blackbird spring 2002 vol.1 no. 1



Author and human rights activist Marjorie Agosín was born to Jewish parents in Chile and, as an adolescent, moved with her family to the United States to escape the military coup that overthrew Salvador Allende’s Socialist government. She holds degrees from the University of Georgia and Indiana University and is a professor of Spanish at Wellesley College.

Among her many books are the poetry collections, At the Threshold of Memory (2003), An Absence of Shadows (1998), and Starry Night: Poems (1996, winner of the Letras de Oro Prize for poetry from the Spanish Ministry of Culture and the North-South Center of the University of Miami), all from White Pine Press; Melodious Women (Discoveries) (Latin American Literary Review Press, 1998); Dear Anne Frank (Azul, 1994); and Toward the Splendid City (Bilingual Press, 1994, winner of the 1995 Latino Literature Prize). Her works of memoir and autobiography include The Alphabet in My Hands: A Writing Life (Rutgers, 2000); Always from Somewhere Else (Feminist Press, 2000); and A Cross and a Star: Memoirs of a Jewish Girl in Chile (University of New Mexico, 1995). Besides these and other works of fiction, poetry, and nonfiction, Agosín has also edited A Map of Hope: Women’s Writings on Human Rights: An International Literary Anthology (Rutgers, 1999) and, with Betty Jean Craige, To Mend the World: Women Reflect on 9/11 (Consortium, 2002).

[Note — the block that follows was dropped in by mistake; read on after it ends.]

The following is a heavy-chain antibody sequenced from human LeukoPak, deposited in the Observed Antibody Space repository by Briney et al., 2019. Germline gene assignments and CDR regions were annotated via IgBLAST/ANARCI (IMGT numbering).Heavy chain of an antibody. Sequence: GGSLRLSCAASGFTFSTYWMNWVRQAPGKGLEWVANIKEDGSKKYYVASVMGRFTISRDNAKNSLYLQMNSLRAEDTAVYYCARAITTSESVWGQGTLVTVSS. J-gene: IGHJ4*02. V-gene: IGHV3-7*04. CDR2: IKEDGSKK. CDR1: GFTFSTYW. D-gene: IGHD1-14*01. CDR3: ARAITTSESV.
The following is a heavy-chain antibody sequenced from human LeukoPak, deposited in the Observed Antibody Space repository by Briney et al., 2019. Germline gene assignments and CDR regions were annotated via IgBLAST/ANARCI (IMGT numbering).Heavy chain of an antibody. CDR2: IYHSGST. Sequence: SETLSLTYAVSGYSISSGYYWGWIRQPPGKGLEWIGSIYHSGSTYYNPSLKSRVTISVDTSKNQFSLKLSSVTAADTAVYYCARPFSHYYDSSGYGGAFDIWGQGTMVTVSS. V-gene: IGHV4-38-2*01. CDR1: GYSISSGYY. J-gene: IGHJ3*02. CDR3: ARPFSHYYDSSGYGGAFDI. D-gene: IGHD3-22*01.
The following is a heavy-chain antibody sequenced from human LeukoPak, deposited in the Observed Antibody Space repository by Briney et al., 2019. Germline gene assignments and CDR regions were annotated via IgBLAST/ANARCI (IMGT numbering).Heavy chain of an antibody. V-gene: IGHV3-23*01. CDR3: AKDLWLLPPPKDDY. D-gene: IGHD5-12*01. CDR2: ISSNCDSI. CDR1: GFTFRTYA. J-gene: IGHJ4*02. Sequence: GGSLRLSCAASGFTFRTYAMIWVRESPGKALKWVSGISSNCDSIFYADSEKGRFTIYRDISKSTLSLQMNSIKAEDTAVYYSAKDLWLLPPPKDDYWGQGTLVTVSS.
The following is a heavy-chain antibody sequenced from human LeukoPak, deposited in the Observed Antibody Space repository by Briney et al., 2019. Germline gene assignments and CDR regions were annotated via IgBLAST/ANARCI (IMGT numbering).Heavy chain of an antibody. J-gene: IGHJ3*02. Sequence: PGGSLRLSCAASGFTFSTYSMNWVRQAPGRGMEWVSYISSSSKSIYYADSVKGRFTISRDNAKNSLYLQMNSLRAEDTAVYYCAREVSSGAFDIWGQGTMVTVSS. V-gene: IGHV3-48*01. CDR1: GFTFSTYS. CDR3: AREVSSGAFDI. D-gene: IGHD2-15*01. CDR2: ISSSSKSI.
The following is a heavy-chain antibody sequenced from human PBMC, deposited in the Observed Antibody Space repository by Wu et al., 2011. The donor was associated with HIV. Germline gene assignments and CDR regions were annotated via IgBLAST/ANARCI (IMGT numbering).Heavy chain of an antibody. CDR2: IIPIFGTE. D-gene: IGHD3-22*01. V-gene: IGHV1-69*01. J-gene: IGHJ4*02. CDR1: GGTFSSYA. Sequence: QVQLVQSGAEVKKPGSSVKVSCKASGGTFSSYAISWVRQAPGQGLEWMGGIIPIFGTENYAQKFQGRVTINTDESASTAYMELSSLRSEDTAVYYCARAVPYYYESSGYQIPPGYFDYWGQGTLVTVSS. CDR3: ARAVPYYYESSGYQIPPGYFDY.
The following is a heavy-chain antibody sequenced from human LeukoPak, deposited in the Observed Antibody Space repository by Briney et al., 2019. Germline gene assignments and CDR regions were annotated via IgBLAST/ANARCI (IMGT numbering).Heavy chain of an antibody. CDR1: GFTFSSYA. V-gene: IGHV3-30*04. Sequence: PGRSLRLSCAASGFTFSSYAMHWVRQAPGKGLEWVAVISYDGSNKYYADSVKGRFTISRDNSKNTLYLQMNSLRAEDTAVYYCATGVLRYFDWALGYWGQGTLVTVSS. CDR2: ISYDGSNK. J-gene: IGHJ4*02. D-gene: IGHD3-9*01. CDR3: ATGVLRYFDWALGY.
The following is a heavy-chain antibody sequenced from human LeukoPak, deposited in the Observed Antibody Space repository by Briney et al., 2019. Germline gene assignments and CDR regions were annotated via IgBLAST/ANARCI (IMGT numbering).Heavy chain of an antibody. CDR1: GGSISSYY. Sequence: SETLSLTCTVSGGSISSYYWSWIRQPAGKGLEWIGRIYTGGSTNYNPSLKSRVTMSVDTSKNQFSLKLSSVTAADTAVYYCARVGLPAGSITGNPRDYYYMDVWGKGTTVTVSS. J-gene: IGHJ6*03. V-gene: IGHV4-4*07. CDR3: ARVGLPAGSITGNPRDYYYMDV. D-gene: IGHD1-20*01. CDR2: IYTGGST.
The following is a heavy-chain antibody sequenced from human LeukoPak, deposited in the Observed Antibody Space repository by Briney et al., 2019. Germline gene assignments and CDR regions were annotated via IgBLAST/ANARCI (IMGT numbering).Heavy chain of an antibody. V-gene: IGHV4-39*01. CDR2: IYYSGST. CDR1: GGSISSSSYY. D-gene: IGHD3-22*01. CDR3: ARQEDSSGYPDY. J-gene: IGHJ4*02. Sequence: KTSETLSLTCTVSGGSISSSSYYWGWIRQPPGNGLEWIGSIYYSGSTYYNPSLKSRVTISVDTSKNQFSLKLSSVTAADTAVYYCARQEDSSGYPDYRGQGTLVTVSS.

In addition to her literary awards, Agosín has also received numerous honors in recognition of her work as a human-rights activist, including the United Nations Leadership Award for Human Rights, the Good Neighbor Award from the National Conference of Christians and Jews, the Jeanette Rankin Award in Human Rights, the 2004 National Mujer Award from the National Hispana Leadership Institute, and the Gabriela Mistral Medal for Lifetime Achievement, awarded by the Chilean government.